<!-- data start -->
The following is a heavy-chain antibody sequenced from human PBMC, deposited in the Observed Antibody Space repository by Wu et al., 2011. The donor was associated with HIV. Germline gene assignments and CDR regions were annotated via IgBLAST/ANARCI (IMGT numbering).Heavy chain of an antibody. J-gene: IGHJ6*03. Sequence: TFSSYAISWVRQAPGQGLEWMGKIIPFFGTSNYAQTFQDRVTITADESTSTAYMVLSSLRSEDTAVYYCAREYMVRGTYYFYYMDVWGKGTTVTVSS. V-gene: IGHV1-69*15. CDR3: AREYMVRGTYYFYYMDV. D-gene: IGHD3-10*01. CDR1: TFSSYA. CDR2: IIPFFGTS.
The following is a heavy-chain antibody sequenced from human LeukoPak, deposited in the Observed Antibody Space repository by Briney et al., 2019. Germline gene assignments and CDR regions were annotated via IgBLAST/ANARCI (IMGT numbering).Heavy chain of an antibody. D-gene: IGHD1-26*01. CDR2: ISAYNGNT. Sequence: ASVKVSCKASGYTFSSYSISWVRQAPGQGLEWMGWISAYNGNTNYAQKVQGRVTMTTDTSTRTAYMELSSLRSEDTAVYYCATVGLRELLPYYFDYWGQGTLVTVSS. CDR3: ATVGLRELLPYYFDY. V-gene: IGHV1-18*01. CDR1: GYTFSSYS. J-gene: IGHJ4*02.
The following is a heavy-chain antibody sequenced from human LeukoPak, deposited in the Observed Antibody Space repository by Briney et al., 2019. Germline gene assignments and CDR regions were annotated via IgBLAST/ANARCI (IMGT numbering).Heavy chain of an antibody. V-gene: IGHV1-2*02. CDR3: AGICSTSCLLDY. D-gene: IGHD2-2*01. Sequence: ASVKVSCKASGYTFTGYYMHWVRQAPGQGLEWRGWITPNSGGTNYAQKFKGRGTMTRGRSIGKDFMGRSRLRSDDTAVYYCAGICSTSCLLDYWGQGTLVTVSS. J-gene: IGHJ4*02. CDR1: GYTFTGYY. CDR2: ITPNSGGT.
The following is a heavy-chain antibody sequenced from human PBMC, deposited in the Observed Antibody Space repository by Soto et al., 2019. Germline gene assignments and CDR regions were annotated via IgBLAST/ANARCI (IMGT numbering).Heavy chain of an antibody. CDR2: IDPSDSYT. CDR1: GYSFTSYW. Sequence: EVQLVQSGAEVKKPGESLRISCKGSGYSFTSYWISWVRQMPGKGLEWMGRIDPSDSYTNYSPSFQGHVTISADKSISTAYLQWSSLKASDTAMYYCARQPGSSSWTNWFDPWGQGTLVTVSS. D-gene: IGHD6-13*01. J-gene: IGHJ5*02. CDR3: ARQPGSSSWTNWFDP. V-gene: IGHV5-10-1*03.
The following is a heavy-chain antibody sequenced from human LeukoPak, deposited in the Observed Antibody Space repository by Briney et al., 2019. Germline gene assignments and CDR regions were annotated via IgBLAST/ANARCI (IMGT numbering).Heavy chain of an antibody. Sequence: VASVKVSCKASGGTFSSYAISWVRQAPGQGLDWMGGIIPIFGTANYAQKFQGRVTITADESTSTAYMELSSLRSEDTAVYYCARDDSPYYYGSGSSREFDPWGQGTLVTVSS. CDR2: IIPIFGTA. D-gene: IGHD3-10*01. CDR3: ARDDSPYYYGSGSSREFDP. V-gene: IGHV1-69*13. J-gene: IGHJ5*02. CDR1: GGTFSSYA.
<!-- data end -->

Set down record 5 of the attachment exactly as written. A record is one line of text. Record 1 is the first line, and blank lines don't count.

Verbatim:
The following is a heavy-chain antibody sequenced from human LeukoPak, deposited in the Observed Antibody Space repository by Briney et al., 2019. Germline gene assignments and CDR regions were annotated via IgBLAST/ANARCI (IMGT numbering).Heavy chain of an antibody. Sequence: VASVKVSCKASGGTFSSYAISWVRQAPGQGLDWMGGIIPIFGTANYAQKFQGRVTITADESTSTAYMELSSLRSEDTAVYYCARDDSPYYYGSGSSREFDPWGQGTLVTVSS. CDR2: IIPIFGTA. D-gene: IGHD3-10*01. CDR3: ARDDSPYYYGSGSSREFDP. V-gene: IGHV1-69*13. J-gene: IGHJ5*02. CDR1: GGTFSSYA.